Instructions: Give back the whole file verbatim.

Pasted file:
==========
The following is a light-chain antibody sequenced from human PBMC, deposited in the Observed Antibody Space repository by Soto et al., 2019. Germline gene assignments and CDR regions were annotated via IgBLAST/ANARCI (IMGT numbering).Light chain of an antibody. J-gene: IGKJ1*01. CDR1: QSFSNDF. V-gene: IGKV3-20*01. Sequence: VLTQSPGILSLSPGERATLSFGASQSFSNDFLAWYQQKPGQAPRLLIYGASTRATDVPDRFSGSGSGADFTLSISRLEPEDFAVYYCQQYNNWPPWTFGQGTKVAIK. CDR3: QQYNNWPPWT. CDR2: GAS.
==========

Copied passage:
The following is a light-chain antibody sequenced from human PBMC, deposited in the Observed Antibody Space repository by Soto et al., 2019. Germline gene assignments and CDR regions were annotated via IgBLAST/ANARCI (IMGT numbering).Light chain of an antibody. J-gene: IGKJ1*01. CDR1: QSFSNDF. V-gene: IGKV3-20*01. Sequence: VLTQSPGILSLSPGERATLSFGASQSFSNDFLAWYQQKPGQAPRLLIYGASTRATDVPDRFSGSGSGADFTLSISRLEPEDFAVYYCQQYNNWPPWTFGQGTKVAIK. CDR3: QQYNNWPPWT. CDR2: GAS.